Protests and conversation following the death of George Floyd has touched all elements of the society, and even dating apps have not been left behind. Most of the apps have allowed their users to filter their date searches, which also included the ability to filter by race. However, after the Black Lives Matter movement started, the dating apps have shown their support and made some changes.
After initially posting social media statements and making donations in support of Black Lives Matter, several popular apps have now made changes on their platform. For instance, OkCupid launched a #BlackLivesMatter profile badge in more than a dozen countries, and Grindr — a geosocial networking and online dating application for gay and bi men — has got rid of its “ethnicity filter” as part of its support for the movement.
On the other hand, Bumble rolled out a campaign tied to Pride Month, encouraging its users to donate to LGBTQ+ organizations that support BIPOC (Black, Indigenous, People of Color). “Pride and racial justice aren’t mutually exclusive. As ongoing supporters of Pride Month, we have to acknowledge the BIPOC who founded this movement and those who continue to fight for their rights today. Trans people of color have been on the frontlines of fighting for fundamental human rights for decades, such as leading the Stonewall Riots, which are widely credited with starting the gay liberation movement,” Kyra Seay, Bumble’s special projects manager, said in a statement.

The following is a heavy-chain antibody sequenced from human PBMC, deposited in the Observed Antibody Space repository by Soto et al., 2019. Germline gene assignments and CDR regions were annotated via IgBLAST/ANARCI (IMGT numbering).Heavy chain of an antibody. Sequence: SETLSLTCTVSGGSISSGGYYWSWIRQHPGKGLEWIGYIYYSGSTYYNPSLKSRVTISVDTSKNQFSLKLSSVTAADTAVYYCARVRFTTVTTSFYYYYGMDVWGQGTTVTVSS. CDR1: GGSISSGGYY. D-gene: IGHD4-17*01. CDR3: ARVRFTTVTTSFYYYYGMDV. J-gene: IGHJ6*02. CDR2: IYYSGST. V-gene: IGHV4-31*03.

An expert in racism and diversity, however, believes that getting rid of filters from dating apps won’t eliminate racism, “but they can avoid reinforcing it by emphasizing the common characteristics between one choosing a date and one available as a date”. “To be even more objective, apps might construct a scoring sheet of what potentials have in common and then provide a prospect on that basis. By all means, do not provide a picture until the last step in the process,” Hall, Professor of Social Work, Michigan State University, told MEA WorldWide.
Explaining further, Hall said: “People have a right to date their preferences. Dating apps do not have a right to discriminate by promoting one group over another. However, a ‘demographic’ section that details a prospective date seems appropriate i.e.: height, weight, religion, color, caste, etc. Care must be taken to ensure that one attribute of a potential date is not implied as superior over the other. For example, primary date info via introduction would invite a potential to select a date on the basis of what the date likes. Once chosen, the prospective date might obtain a secondary demographic more personal such as height, color, etc.”
Hall also took an example of a popular Indian matrimonial website, Shaadi.com, that has recently removed its skin tone filter following an online backlash. He said that in several parts of the world, including India, “dates may be addressed on the basis of race and ethnicity but in fact, rely upon skin color. This is true of India and other parts of the world inhabited by non-white people.” He added these “filters encourage prejudice and superficial relationships. Such actions of the part of dating apps contribute to a worldwide trend for minorities called the ‘Bleaching Syndrome’”.